12 Songs, 51 Minutes


About The Ghost Rockets

When Buddy Woodward and underground pop luminary Gary Pig Gold were introduced to each other in Greenwich Village in 1990 by Gold's Dave Rave Conspiracy bandmate (and former Washington Square) Lauren Agnelli, the seeds of one of the finest, albeit decidedly out of mainstream earshot, country-pop bands of the '90s were planted. Taking their cues not only from bluegrass, old-school Grand Ole Opry, and Laurel Canyon cowboys such as the Byrds and Flying Burrito Brothers but also from the dulcet harmonies of the Everly Brothers, power pop, and the Monkees' infectious bubblegum pop/rock, the Ghost Rockets arrived at a glorious amalgam that was equal parts throwback and throw forward.

The well-traveled Woodward, a former child rodeo competitor in California, had previously toured across America throughout the '80s with Chris Von Sneidern's Lost Patrol and such stellar British mod revival combos as the Jet Set and Squire, and was, in fact, fresh from a stint in London playing with Smalltown Parade. Gary Pig Gold, ubiquitous on the underground pop scene since 1975 as both a musician, producer, and the editor of Canada's very first punk fanzine, The Pig Paper, had just relocated to Hoboken, NJ from a stint in New York City, where he was a member of Dave Rave Conspiracy with fellow native-Canadian Dave Des Roches. After their initial meeting, the two began trading four-track tapes of their burgeoning songs, many of them with a decidedly country bent. They began collaborating on others, then mixing all the results at the Grip Weeds' House of Vibes studio in Highland Park, NJ. When Mick Hargreaves, at the time playing bass in the Grip Weeds, heard the recordings and expressed an interest in playing shows with them, the duo decided they should put together an actual band.

Like Dave Grohl and his Foo Fighters, the duo officially christened their emerging band the Ghost Rockets in 1992 after the UFOs frequently spotted over Europe during World War II that bewildered Allied pilots. Woodward and Gold immediately brought into the fold pedal steel expert and dobroist Bob Hoffnar, whose playing had graced albums by the Band, Lloyd Cole, and Haskil Adams, among others. At this point, the revolving door began spinning off its hinges. David Ribyat and Breetles mastermind Chris Breetveld joined up on guitar and bass, respectively, and the group lassoed Rick Reil away from his Grip Weeds duties long enough to play some drums. Breetveld eventually dropped out because the lengthy commute didn't sit well with him and was replaced by session man Scott Yoder. Reil also returned to the Grip Weeds, with Chris "Tapps Casket" Mehos, of legendary Jersey roots rockers Who's Your Daddy, filling in the drummer's chair. When Yoder was late for an important early band showcase (because he had nine other gigs that night!), Gold and Woodward asked old friend Hargreaves to join up. Another old friend of Gold's, ex-Teenage Head drummer Jack Pedler, eventually contributed his services when they were needed, and finally drummer Pete Green entered the lineup on a more or less permanent basis. That's not even to mention such honorary Guest Rockets during the band's on-again/off-again reign as Elena Skye and Boo Reiners (Demolition String Band), neo-country traditionalist Laura Cantrell (after she gave the band their radio debut on her WFMU-FM radio show), Richard D. Smith (author of the acclaimed Bill Monroe biography, Can't You Hear Me Calling), "Fiddlin'" Dave Rimilis and Adam Krass on violins, and even Mark Wyatt of Columbus, OH, stalwarts One Riot One Ranger whenever the two bands played on the same bill at the St. Louis' Twangfest. They dubbed their sound "blue-grunge" and "maximum rhythm 'n' bluegrass," descriptions as good as any others for the remarkable hybrid.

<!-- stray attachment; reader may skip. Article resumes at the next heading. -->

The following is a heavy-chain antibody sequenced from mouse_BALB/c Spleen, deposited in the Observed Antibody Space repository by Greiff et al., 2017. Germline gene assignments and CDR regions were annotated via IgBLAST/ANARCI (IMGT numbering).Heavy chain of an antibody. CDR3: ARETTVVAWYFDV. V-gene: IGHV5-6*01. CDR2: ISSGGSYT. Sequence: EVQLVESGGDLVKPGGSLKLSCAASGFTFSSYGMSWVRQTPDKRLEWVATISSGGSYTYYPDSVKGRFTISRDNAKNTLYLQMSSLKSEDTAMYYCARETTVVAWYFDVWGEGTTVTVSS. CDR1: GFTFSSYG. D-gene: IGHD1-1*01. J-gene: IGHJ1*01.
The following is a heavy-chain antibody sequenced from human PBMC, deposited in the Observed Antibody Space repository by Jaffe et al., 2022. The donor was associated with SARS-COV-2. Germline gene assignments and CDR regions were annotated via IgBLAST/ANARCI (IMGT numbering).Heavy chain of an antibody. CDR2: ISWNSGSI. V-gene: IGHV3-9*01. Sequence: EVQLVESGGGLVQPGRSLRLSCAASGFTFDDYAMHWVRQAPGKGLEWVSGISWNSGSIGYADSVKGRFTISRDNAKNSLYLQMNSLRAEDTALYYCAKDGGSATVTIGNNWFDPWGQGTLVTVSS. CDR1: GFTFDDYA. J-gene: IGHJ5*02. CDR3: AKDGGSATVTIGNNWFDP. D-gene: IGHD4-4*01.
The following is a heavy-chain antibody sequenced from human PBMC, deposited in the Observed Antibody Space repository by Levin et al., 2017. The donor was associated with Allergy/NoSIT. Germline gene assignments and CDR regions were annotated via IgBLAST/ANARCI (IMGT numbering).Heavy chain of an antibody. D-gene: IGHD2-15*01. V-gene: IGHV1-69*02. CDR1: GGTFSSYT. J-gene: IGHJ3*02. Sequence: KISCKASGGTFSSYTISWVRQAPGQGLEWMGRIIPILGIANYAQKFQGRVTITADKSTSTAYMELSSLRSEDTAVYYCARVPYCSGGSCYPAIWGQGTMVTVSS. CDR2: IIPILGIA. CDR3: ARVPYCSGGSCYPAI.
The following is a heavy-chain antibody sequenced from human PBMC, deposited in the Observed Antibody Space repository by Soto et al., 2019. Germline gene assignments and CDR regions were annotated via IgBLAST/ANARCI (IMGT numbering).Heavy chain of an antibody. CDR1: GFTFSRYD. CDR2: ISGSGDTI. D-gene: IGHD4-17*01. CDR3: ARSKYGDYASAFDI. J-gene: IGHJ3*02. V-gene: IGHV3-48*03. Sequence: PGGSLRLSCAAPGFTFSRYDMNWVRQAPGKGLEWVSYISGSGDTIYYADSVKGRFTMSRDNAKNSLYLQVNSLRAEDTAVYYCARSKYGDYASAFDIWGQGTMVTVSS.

The band initially set out to record a debut full-length tentatively entitled Maximum Rhythm 'N' Bluegrass, and there were many sessions at Woodward's home studio, Spatula Ranch, as well as at Gold's, affectionately dubbed the Pottystudio, resulting in dozens of songs and demos. The album was placed on the backburner, however, due to the inordinate amount of requests they received from across the world (the United States, Canada, Europe, and as far away as New Zealand) to contribute individual songs to sampler and compilation albums, most of which they honored. It engendered a small Ghost Rockets cult, particularly in Europe, where their banjo-heavy version of the Beach Boys' "In My Room" flooded radio playlists. From their abundance of sessions, they also released a trio of eponymous demo mini-cassettes from 1994 to 1996, and the first side of the cassette A Pig Pop Sampler was also dedicated to the band's music (the flip featured compatriot Shane Faubert). They also began arousing fans throughout Hoboken with their occasional live shows, and acclaim began pouring in, particularly from fellow musicians. When they encountered old copies of their demo tapes and unauthorized Ghost Rockets recordings being bootlegged and traded, many of them over the Internet, they put out their own 1998 bootleg CD, sensibly titled Bootlegs, a compilation encompassing songs -- some of them just scratch tracks, some of them fully completed recordings -- from throughout their eight years together. Later in the year France's Pop the Balloon Records also released a proper EP, Spatula Ranch Sessions, Vol. 1, that concentrated on some of their more pop-savvy selections. Although each member keeps busy with various non-band related projects and combos, you can never be sure when the Ghost Rockets are going to pop up in one of Hoboken's legendary clubs or play a festival. And that first proper album is still, hopefully, in the offing. ~ Stanton Swihart